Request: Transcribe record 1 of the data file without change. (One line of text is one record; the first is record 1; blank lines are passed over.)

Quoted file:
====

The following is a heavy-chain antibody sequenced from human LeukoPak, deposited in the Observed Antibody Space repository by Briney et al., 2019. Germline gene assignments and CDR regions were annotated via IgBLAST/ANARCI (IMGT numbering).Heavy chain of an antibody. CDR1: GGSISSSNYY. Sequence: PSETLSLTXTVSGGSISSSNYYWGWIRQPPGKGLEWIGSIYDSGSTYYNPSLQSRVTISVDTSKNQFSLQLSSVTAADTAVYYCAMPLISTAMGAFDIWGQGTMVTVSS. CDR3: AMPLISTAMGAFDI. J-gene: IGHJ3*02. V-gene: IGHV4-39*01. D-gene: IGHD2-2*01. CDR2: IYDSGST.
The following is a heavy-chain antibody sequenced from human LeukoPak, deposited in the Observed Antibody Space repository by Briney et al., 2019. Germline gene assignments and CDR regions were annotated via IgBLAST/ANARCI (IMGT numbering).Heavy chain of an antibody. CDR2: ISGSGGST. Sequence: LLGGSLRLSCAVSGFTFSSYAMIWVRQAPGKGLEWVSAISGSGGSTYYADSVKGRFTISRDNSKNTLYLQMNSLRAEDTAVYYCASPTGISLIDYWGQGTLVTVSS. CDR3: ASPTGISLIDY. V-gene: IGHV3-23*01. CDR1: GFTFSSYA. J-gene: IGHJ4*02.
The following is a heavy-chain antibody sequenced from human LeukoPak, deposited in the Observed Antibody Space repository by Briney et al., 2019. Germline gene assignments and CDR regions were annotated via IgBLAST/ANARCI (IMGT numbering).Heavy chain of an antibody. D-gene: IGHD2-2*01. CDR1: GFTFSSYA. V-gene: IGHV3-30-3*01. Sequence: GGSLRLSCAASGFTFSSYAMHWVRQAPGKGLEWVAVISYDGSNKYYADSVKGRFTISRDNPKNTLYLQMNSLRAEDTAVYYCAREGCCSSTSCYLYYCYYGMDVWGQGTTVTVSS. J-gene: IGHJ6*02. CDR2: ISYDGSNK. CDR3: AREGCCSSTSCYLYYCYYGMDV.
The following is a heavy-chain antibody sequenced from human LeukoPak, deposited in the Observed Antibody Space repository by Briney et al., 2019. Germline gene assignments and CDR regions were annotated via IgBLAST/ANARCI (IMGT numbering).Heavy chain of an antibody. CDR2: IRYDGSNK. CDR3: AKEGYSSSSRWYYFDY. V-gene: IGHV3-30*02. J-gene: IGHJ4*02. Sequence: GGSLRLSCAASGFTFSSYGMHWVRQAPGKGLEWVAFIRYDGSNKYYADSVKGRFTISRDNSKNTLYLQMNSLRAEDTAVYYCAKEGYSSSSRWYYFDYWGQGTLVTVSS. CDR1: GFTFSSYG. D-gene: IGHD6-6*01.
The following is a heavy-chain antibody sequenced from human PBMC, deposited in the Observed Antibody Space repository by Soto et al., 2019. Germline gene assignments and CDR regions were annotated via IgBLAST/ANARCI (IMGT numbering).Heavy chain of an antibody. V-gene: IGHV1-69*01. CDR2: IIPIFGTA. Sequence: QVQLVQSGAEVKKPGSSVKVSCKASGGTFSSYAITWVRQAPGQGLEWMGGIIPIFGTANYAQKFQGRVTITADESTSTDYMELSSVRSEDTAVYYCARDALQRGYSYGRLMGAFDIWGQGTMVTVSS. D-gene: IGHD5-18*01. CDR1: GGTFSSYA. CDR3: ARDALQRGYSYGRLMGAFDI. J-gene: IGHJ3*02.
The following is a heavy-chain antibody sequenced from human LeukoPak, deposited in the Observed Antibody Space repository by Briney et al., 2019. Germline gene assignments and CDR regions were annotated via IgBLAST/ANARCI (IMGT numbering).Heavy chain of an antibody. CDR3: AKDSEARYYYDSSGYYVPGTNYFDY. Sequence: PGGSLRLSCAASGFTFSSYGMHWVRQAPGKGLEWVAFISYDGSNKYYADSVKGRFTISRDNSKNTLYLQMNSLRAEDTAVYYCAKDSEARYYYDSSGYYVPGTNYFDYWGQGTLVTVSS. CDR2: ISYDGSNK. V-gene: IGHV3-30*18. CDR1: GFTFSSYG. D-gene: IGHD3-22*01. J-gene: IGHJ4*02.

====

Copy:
The following is a heavy-chain antibody sequenced from human LeukoPak, deposited in the Observed Antibody Space repository by Briney et al., 2019. Germline gene assignments and CDR regions were annotated via IgBLAST/ANARCI (IMGT numbering).Heavy chain of an antibody. CDR1: GGSISSSNYY. Sequence: PSETLSLTXTVSGGSISSSNYYWGWIRQPPGKGLEWIGSIYDSGSTYYNPSLQSRVTISVDTSKNQFSLQLSSVTAADTAVYYCAMPLISTAMGAFDIWGQGTMVTVSS. CDR3: AMPLISTAMGAFDI. J-gene: IGHJ3*02. V-gene: IGHV4-39*01. D-gene: IGHD2-2*01. CDR2: IYDSGST.